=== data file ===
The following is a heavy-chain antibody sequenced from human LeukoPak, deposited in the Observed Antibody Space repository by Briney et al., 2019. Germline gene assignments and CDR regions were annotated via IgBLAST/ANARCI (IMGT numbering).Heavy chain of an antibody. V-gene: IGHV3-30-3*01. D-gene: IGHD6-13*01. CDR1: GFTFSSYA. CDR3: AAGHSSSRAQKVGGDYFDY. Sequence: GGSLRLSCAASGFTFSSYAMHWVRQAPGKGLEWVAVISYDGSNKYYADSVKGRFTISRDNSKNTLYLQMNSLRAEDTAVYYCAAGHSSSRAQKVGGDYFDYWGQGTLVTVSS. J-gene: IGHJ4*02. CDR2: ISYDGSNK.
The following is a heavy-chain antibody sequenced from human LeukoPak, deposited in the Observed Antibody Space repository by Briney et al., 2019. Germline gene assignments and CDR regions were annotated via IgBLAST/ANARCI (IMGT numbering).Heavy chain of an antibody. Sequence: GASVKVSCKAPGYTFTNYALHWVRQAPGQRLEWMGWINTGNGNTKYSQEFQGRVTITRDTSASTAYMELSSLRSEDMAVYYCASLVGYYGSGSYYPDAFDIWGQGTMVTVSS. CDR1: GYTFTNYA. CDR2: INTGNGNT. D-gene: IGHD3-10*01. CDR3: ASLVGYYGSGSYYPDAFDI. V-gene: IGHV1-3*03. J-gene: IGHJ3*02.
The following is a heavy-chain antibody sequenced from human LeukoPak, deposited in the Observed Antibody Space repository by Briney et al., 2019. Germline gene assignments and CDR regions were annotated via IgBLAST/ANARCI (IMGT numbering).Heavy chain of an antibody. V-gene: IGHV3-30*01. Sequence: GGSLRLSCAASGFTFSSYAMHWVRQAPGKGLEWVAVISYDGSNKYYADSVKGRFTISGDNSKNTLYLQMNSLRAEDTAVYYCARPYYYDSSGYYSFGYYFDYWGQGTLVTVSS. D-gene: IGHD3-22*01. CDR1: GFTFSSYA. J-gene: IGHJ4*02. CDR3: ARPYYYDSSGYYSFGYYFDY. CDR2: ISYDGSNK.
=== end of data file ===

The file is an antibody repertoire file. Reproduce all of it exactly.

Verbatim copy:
The following is a heavy-chain antibody sequenced from human LeukoPak, deposited in the Observed Antibody Space repository by Briney et al., 2019. Germline gene assignments and CDR regions were annotated via IgBLAST/ANARCI (IMGT numbering).Heavy chain of an antibody. V-gene: IGHV3-30-3*01. D-gene: IGHD6-13*01. CDR1: GFTFSSYA. CDR3: AAGHSSSRAQKVGGDYFDY. Sequence: GGSLRLSCAASGFTFSSYAMHWVRQAPGKGLEWVAVISYDGSNKYYADSVKGRFTISRDNSKNTLYLQMNSLRAEDTAVYYCAAGHSSSRAQKVGGDYFDYWGQGTLVTVSS. J-gene: IGHJ4*02. CDR2: ISYDGSNK.
The following is a heavy-chain antibody sequenced from human LeukoPak, deposited in the Observed Antibody Space repository by Briney et al., 2019. Germline gene assignments and CDR regions were annotated via IgBLAST/ANARCI (IMGT numbering).Heavy chain of an antibody. Sequence: GASVKVSCKAPGYTFTNYALHWVRQAPGQRLEWMGWINTGNGNTKYSQEFQGRVTITRDTSASTAYMELSSLRSEDMAVYYCASLVGYYGSGSYYPDAFDIWGQGTMVTVSS. CDR1: GYTFTNYA. CDR2: INTGNGNT. D-gene: IGHD3-10*01. CDR3: ASLVGYYGSGSYYPDAFDI. V-gene: IGHV1-3*03. J-gene: IGHJ3*02.
The following is a heavy-chain antibody sequenced from human LeukoPak, deposited in the Observed Antibody Space repository by Briney et al., 2019. Germline gene assignments and CDR regions were annotated via IgBLAST/ANARCI (IMGT numbering).Heavy chain of an antibody. V-gene: IGHV3-30*01. Sequence: GGSLRLSCAASGFTFSSYAMHWVRQAPGKGLEWVAVISYDGSNKYYADSVKGRFTISGDNSKNTLYLQMNSLRAEDTAVYYCARPYYYDSSGYYSFGYYFDYWGQGTLVTVSS. D-gene: IGHD3-22*01. CDR1: GFTFSSYA. J-gene: IGHJ4*02. CDR3: ARPYYYDSSGYYSFGYYFDY. CDR2: ISYDGSNK.